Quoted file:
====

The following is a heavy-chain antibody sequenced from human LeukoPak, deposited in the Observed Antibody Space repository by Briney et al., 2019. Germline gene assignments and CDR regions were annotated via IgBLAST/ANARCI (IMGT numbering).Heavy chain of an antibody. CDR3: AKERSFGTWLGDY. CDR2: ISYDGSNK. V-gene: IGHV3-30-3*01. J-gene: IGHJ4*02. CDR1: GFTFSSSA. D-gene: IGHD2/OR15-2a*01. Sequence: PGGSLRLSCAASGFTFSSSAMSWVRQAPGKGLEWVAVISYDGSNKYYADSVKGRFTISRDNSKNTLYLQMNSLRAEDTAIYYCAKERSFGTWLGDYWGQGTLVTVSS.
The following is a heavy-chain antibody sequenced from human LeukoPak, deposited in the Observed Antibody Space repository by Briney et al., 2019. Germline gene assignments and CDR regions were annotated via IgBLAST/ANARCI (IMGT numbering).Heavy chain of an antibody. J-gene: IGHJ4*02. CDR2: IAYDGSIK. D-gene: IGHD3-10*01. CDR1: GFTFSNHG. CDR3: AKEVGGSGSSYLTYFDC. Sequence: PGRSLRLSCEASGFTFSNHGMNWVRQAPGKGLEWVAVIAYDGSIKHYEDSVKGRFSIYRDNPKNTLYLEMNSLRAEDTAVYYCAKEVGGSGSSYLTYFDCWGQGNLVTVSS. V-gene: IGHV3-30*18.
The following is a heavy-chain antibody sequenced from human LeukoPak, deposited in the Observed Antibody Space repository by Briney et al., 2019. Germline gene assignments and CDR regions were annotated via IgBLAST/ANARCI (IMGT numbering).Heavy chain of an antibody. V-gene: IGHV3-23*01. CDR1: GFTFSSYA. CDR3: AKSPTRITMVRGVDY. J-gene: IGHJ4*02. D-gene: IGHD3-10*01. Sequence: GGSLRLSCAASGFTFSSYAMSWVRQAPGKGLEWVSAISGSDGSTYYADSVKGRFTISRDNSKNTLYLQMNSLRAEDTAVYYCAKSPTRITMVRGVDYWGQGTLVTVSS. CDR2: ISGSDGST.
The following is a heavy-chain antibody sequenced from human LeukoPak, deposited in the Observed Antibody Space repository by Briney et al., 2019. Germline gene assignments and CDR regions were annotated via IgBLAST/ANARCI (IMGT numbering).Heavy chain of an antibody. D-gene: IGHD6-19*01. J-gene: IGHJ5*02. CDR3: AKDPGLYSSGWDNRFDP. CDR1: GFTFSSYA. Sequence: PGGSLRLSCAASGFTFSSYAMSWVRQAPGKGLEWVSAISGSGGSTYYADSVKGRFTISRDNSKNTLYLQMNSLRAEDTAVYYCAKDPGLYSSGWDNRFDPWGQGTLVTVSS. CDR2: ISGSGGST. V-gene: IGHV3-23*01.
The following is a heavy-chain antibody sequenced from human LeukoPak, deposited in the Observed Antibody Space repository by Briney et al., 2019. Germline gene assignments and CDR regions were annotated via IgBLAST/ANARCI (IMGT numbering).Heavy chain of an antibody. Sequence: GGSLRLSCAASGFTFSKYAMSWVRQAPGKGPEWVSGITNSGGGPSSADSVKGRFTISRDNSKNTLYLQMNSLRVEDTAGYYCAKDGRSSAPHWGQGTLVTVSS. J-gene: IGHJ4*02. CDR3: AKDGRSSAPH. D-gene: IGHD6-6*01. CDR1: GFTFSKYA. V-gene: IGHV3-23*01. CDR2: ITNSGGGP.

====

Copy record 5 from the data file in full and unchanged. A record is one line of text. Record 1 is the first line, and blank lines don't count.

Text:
The following is a heavy-chain antibody sequenced from human LeukoPak, deposited in the Observed Antibody Space repository by Briney et al., 2019. Germline gene assignments and CDR regions were annotated via IgBLAST/ANARCI (IMGT numbering).Heavy chain of an antibody. Sequence: GGSLRLSCAASGFTFSKYAMSWVRQAPGKGPEWVSGITNSGGGPSSADSVKGRFTISRDNSKNTLYLQMNSLRVEDTAGYYCAKDGRSSAPHWGQGTLVTVSS. J-gene: IGHJ4*02. CDR3: AKDGRSSAPH. D-gene: IGHD6-6*01. CDR1: GFTFSKYA. V-gene: IGHV3-23*01. CDR2: ITNSGGGP.